|Publication number||US2443557 A|
|Publication date||15 Jun 1948|
|Filing date||13 Jul 1946|
|Priority date||13 Jul 1946|
|Publication number||US 2443557 A, US 2443557A, US-A-2443557, US2443557 A, US2443557A|
|Inventors||Fitpold Joseph E|
|Original Assignee||Us Hoffman Machinery Corp|
|Export Citation||BiBTeX, EndNote, RefMan|
|Patent Citations (5), Referenced by (23), Classifications (7)|
|External Links: USPTO, USPTO Assignment, Espacenet|
June 15, 1948. J, E, FIT'POLD 2,443,557
DRESS FINISHER Filed July 13. 1946 6 Sheets-Sheet 1 INVENTOR Jbsep/z [1 Fizfpo [6i BY (2%,fiflti r ATTO NEYS
J. E. FITPOLD DRESS FINISHER June 15, 1948.
Filed July 13, 1946 6 Sheets-Sheet 2 Joseph ATTORN \S E. Eff cola 7 June 15, 1948. J. E. FITPOLD 2,443,557
DRES-S FINISHER Filed July 15, 1946 6 Sheets-Sheet 3 INVENTOR Joseph E. Fitpold June 15,1948. 7 J. E. FITPOLD 43,
DRESS FINISHER Filed July 13, 1946 6 Sheets-Sheet 4 INVENTOR Joqgp/z E. Fit mold I iamcz J. E. FITPOLD DRESS FInisH-ER June 15, 1948.
6 Sheets-Sheet 5 Filed July 13, 1946 INVENTQR Joseph E iii 001d BY I ATT ORN :5
1 1943' J. E; FITPOLD 43,557
DRESS FINISHER Filed July 13, 1946 6 Sheets-Sheet 6 i "Alli/ 7 INVENTOR fisep/z E. Fitpold BY mafia? I Patented June 15,. 1948 DRESS FINISHER Joseph E. Fltpold. Chicago, Ill., assignor to United States Hoffman Machinery Corporation, New York, N. Y., a corporation of Delaware Application July 13. 1946, Serial No. 683,325
This invention relates to apparatus for processing an entire dress or other similar garment, by means of steam and heated air, without the application of pressure from any ironing or pressing surface. More particularly the invention relates to apparatus comprising a reticulate or mesh metal form, covered by a baggy, somewhat porous fabric envelope, over which a garment may be placed and held in suitable position while steam and/or hot air or other fluid conditioning medium is blown outwardly through the bag and garment.
Garment finishing apparatus of the foregoing type has been proposed heretofore. The present application relates especially to improvements in such apparatus, which facilitates the placing of dresses and other garments upon the form and insure better and safer application of steam to the garment.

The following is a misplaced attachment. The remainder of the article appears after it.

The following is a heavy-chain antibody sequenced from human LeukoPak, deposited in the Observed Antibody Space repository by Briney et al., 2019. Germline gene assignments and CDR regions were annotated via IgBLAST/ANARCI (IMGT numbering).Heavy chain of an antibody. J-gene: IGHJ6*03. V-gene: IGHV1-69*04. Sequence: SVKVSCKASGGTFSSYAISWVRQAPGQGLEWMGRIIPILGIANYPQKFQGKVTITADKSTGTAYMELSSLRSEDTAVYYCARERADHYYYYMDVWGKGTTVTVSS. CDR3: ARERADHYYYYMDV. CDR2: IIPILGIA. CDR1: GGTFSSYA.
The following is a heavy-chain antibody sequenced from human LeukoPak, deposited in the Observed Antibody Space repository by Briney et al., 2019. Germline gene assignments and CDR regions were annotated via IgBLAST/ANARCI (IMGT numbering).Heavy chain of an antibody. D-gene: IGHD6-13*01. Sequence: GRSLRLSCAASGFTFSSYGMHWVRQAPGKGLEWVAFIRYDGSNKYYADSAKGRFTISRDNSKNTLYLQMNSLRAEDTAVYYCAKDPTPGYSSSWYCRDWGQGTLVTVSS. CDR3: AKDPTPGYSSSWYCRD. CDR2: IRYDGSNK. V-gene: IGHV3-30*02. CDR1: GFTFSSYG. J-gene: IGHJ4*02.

An object of the invention is to provide improved means for securing and supporting a porous bag upon a heating form and also to insure better and more efficient handling of garments while they are being placed upon or removed from the form.
Another object is to provide simple and effective means for delivering satisfactorily dry steam to the interior of the garment in the condition of fine mist. 7
Other objects will be in part obvious and in part pointed out hereinafter. r
The invention accordingly consists in the features of construction, combinations of elements, and arrangement of parts as will be exemplified in the structure to be hereinafter described and the scope of the application of which will be indicated in the following claims.
In the accompanying drawings in which is shown one of the various possible embodiments of the invention,
Fig. 1 is a front elevation of a preferred embodiment showing a lady's dress draped upon the form to receive a finishing operation;
Fig. 2 is in part a side elevation and in part a vertical section on an enlarged scale, taken on line 2-2 of Fig. 1;
Fig. 3 is a vertical section on line 3-3 of Fig. 1, drawn to a still larger scale;
Fig. 4 is a vertical section on line 4-4 of Fig. 3;
Fig. 5 is in part a cross-section, taken on line 5-5 of'Fig. 4, and in part a'plan view thereof;
Fig. 6 is an enlarged detail section, taken on line 6-8 of Fig. 2; and
Fig. 7 is a plan view of Fig. 6.